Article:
Given the new economic reality, almost every business owner I know is searching for ways to save money, however, saving money is the eye of the beholder. Business owners, entrepreneurs and developers have different views when it comes to saving and spending. One personâ€™s saving is another personâ€™s spending.
If you find yourself frustrated, although your business seems to be doing well, but your profits do not match your set expectations, you might experience money hermitage in various areas within your business operation. Reviewing your financialsâ€™ income and expenses can shed some light on your bottom line.
Let us look at a one aspect that often is disregarded when reviewing your financial statements: Gross Margin and pricing.
The most vital aspect of every business whether small or large, is GROSS MARGIN. It is the percentage resulting in Revenue minus Cost of goods sold, or your costs directly associated with the sale of service or product. This figure is extremely important because it has a direct effect on your breakeven and the profit beyond the breakeven.
For example, if your revenue is 300,000 and your COGS are 150,000, you have 50% to manage your fixed expenses such as advertising, payroll/professional fees, rent and utilities. The 50% Gross Margin can indicate how efficiently your company uses its resources. The higher the gross margin the better the company thought to control its costs.
How do you control gross margin? Setting a competitive pricing for your product and services is not an easy task.
In order to set up a profit goal you must determine your breakeven point per unit or what you must charge in order to produce a product or a service. If your price per unit is $10 and your cost to produce such a unit is $6, your breakeven point is $6 or 60% and the gross margin (profit) is 40%. The calculations get interesting, however, when you take your fixed costs divided by the 40% in order to determine number of units to sell in order to break even. In order to make a profit then, you might find a cheaper supplier or sell at a higher price to yield a higher profit.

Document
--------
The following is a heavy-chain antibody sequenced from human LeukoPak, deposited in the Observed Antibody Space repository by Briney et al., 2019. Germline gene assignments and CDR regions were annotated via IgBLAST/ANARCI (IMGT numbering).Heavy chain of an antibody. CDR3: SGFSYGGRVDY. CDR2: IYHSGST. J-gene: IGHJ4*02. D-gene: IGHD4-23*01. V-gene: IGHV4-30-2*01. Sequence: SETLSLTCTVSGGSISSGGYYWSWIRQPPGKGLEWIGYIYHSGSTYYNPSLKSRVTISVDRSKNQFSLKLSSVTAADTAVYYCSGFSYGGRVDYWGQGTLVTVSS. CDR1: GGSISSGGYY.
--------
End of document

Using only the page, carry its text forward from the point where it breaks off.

As you can see, the gross margin has a tremendous effect on the financial health of your company and your profit.
Yvetta Busha has 30 years of corporate and small business upper management experience in the financial and accounting sectors, along with a strong knowledge of both cash and accrual accounting systems, enabling her to oversee all aspects of financial forecasting, resource allocation, fund management, accounting and control. She is an expert in investment tax laws and payroll, remains current in Federal and State Tax Laws, and is a Quickbooks ProAdvisor. Contact Yvette at firstname.lastname@example.org.